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Lookin' Thru Bifocals: Don Locke

‘Goes around – Comes around:

            In 1867, then, U.S. Secretary of State, William Seward bought Alaska from Russia for 7 million dollars and some change.

            Some people thought Seward was crazy.  They called it ‘Seward’s folly” – what does the U.S. need with more land? They asked.

            Thirty years passed – people realized what a good bargain Seward had made when gold was discovered on Alaska’s Klondike River in 1897. Hundreds of prospectors found themselves rich. Then later came oil.

            Russian Prime Minister Putin said recently, had not the U.S. owned Alaska, then, Russia would have won the Cold War.

            U.S. Secretary of State, Seward came out smelling like a rose on another deal. His secretary laid a paper on his desk for him to sign. Without noticing what he had signed, it was for the U.S. purchase of Midway Island in the South Pacific, half-way between Hawaii and the Japanese Empire.

            The American Navy defeated the Japanese Navy at the battle of Midway in 1942 keeping Japan’s Navy from ever being a power in the South Pacific during the rest of World War II. Japan’s Navy was virtually destroyed at Midway, never to make a comeback.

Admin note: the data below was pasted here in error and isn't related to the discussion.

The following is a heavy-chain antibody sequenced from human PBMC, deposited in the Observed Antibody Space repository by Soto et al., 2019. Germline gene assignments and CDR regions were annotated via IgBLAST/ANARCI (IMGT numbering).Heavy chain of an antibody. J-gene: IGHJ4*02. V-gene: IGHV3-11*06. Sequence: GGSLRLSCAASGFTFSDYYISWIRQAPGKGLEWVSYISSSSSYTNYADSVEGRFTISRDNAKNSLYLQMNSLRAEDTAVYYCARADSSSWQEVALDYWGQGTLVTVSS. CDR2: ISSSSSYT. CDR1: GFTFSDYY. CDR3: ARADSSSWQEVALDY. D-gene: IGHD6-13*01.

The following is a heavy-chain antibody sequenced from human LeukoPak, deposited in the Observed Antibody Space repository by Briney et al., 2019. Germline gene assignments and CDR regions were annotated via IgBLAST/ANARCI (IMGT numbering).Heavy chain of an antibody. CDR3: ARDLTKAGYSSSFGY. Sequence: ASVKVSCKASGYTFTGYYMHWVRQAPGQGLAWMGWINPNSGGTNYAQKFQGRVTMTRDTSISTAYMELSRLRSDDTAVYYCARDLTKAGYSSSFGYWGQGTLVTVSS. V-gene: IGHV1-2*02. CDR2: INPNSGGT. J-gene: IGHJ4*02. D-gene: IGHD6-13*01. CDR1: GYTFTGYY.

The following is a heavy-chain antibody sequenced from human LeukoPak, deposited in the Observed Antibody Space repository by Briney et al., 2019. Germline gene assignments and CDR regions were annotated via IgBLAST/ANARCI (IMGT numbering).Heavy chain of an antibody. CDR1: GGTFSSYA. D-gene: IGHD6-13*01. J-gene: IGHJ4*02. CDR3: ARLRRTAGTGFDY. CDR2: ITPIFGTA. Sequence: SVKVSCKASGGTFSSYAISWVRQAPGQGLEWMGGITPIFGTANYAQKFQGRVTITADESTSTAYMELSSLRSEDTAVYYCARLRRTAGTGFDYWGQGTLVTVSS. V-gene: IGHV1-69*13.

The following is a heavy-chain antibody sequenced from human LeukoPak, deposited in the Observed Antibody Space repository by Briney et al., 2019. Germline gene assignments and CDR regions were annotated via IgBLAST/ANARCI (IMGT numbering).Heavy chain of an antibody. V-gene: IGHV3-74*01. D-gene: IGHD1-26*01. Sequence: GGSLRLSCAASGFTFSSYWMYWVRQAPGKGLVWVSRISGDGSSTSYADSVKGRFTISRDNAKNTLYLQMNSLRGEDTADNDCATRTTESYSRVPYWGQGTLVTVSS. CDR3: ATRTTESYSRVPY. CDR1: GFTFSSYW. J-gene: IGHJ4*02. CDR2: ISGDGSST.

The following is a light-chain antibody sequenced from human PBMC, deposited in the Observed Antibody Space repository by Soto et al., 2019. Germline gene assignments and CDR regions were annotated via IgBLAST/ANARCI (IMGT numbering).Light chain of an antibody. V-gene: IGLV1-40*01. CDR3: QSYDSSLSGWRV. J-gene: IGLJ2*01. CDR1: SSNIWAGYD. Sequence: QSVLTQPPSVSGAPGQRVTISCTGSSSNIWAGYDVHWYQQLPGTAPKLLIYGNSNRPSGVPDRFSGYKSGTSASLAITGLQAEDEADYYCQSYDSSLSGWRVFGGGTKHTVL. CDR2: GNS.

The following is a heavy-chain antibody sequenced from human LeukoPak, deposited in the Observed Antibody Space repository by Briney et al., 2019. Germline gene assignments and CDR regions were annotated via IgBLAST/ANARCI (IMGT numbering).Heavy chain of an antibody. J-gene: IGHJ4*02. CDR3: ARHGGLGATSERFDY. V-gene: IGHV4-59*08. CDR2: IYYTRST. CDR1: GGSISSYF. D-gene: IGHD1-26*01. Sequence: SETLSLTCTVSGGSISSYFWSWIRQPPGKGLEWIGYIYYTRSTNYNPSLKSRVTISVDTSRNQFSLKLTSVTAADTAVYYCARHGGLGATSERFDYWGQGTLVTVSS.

God’s hand was plain in all of this.

            Some things you may or may not have known about former U.S. Presidents in no particular order:

            Abe Lincoln’s wife was a, “hum-dinger.” It’s said she once hit him with a two-by-four. She about spent him into the Poor House.

            Andrew Johnson’s taught him to read.

            Ulysses S. Grant: A hard drinker. Was lurking in a hardware store when Lincoln appointed him Commander-in-chief of the Union Army at the start of the Civil War.

            Teddy Roosevelt: Entertained his kids by attaching a rope to a basket and pulling them up down form a second story White House window. A White House staff once said: “Teddy is about 5 years old.”

            Calvin Coolidge:  Was sworn in as U.S. President by his father, whom he was visiting at the time of Waman G. Harding’s sudden death. Coolidge’s father was a county magistrate.

             Franklin D. Roosevelt: Heavy smoker. Crippled from Polio at a young age. Died at 63.

            Henry Truman: Washed his own socks and underwear. Did not smoke. Liked bourbon and poker. Dropped two atomic bombs on Japan to end World War II.

             George Bush: Fighter pilot with an Air National Guard. Slept in his underwear. Brought his fishing plugs at Wal-Mart.

            Dwight D. Eisenhower; Four-pack a day smoker. After he was President, at a press Conference, if a reporter asked a question he didn’t like, he would say, “I don’t think much of the question,” he didn’t answer.

Kindest regards…

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